Exclusive: Christopher Savoie Talks About Japan Ordeal - NewsChannel5.com | Nashville News, Weather & Sports

NC5 Investigates: Abducted to Japan

Exclusive: Christopher Savoie Talks About Japan Ordeal

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Christopher Savoie Christopher Savoie
Isaac and Rebecca Isaac and Rebecca
Noriko Savoie Noriko Savoie
Amy and Christopher Savoie Amy and Christopher Savoie

NASHVILLE, Tenn. -- In a NewsChannel 5 Investigates exclusive, Christopher Savoie spoke out about the ordeal that landed him in a Japanese jail.

The Williamson County father was back home after a failed effort to reclaim the son and daughter who were abducted from him.

That drama began in Franklin, Tenn., and played out half a world away in Fukuoka, Japan.

Monday, Savoie sat down with NewsChannel 5's chief investigative reporter Phil Williams.

"I'm glad to be home," Savoie told Williams. "I'm very glad to be home."

While he's happy to be home, "I'm not happy with the hypocrisy. I'm not happy with the treatment that I received over there. I'm not happy that we seem to have no ability in this great country of ours to be able to get our own children back."

Savoie said the ordeal of more than two weeks in a Japanese jail was bad enough, but coming home without his children -- now-9-year-old Isaac and 6-year-old Rebecca -- was excruciating.

"There are no words for it, you know. There just aren't any words for it."

His ex-wife, Noriko, had abducted the children to Japan  in August, so Tennessee courts gave Savoie full custody. Japan doesn't honor foreign custody agreements, so Savoie took matters into his own hands.

The Tennessee man made international news when he picked up his kids as they walked to school in Japan with their mother.

"It wasn't a violent act?" Williams asked.

"Oh, no," Savoie answered. "Hugging your kids and putting them in a car, I hardly think that is a violent act."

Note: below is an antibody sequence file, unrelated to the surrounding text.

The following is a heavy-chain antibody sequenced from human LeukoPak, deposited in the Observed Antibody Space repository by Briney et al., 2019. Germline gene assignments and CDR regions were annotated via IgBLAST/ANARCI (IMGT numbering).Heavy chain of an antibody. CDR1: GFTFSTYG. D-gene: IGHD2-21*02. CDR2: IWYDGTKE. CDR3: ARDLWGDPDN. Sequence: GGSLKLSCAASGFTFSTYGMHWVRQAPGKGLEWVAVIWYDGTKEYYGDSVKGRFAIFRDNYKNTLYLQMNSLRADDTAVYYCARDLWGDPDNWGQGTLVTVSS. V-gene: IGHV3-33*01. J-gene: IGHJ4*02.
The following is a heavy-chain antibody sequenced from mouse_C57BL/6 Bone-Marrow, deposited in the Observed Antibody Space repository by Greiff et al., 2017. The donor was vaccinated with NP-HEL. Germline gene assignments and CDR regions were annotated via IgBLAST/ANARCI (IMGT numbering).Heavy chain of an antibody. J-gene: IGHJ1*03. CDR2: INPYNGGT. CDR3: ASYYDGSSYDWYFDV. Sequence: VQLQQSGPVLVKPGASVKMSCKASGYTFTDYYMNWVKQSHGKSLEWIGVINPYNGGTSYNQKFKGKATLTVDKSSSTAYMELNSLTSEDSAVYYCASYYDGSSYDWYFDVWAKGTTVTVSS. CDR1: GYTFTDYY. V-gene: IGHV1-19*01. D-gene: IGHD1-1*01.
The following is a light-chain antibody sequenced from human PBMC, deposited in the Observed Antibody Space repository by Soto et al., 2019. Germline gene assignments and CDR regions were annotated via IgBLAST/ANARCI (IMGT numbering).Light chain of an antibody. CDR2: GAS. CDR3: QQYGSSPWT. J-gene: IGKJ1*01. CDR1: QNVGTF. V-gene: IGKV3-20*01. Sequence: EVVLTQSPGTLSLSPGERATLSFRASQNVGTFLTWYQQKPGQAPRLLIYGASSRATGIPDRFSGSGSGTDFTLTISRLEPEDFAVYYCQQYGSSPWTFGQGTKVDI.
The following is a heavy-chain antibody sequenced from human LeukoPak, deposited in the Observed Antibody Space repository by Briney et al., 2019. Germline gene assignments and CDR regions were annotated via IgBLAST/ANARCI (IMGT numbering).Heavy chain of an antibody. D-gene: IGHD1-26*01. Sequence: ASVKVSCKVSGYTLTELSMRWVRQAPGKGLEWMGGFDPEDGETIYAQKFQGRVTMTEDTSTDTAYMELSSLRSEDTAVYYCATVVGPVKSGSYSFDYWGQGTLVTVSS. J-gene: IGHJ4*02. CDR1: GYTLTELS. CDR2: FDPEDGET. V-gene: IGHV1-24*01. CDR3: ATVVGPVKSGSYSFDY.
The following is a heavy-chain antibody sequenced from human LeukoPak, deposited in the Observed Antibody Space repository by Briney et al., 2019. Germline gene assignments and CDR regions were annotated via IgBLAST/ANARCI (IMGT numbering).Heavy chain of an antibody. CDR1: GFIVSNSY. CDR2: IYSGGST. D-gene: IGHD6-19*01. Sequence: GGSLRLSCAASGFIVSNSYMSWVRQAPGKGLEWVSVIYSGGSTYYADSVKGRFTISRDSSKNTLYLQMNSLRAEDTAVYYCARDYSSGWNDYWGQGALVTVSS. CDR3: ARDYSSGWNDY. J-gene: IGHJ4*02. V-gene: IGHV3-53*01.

"You didn't hit your ex-wife or push her?"

"Absolutely not," Savoie answered.

Finally reunited with the children he thought he'd lost forever, Savoie raced to the nearby U.S. Consulate.

"Did the U.S. Consulate know that you were coming?" Williams asked.

"They knew, yeah, they knew," the Franklin father replied. "They knew we were on our way. We called them ahead of time, yes."

Savoie's ex-wife had alerted local police, who were waiting outside the consulate.

With Rebecca in his arms and Isaac trailing behind, Savoie said he tried to race past a police barricade to get the children to U.S. soil.

Savoie declined to comment on his exact intentions, saying he did not want to do anything to jeopardize his continuing legal efforts to regain custody of his children. U.S. Consulate officials in Fukuoka have said he wanted to get their U.S. passports reissued.

"I did run with my daughter in my arms to the consulate door because there was a whole riot gear of police running after me with shields and batons," he added.

"With riot gear?" Williams wanted to know.

"Oh yeah, oh yeah."

"This really is like a scene from a movie," Williams noted.

"It felt like a movie actually," Savoie said. "It was very unreal for me."

At the consulate, Savoie said, one consular officer actually reached for his daughter and tried to let them in. For some unknown reason, Savoie said the gates never opened.

Japanese police arrested Savoie, and for 17 days authorities held him in a jail and repeatedly interrogated him while they decided whether or not to indict him on kidnapping charges.

"Everything that you're not supposed to do to a defendant, especially pre-indictment, they did and a whole lot more," Savoie said.

"And you're arguing these are my kids, I've got the right to my kids," Williams asked.

"Absolutely, and they didn't disagree with me on that. They just said I'm not allowed to see them."

Then, suddenly last week, prosecutors let Savoie go free -- with the stipulation that he leave the country and his kids.

"Basically, I'm not allowed to see them. I'm not even allowed to call them. I'm not even allowed to send them birthday presents," Savoie said.

While Japanese authorities said he can pursue custody of his children through Japanese courts, Savoie knows the odds are against him.

"Do you hope that Isaac and Rebecca look back upon this and say that their Dad tried?" Williams asked.

"I certainly hope so," Savoie said.

"They're going to find out who their Dad is, what he's all about and that he loves them. If loving my kids so much that I really want to be with them is a crime, then I'm guilty. I'm guilty of loving my kids."

Savoie said he went to Japan, thinking he had the law on his side.  He showed NewsChannel 5 an official Japanese document that listed him as having joint custody of the children, but in the end, he said Japanese authorities didn't seem to care.

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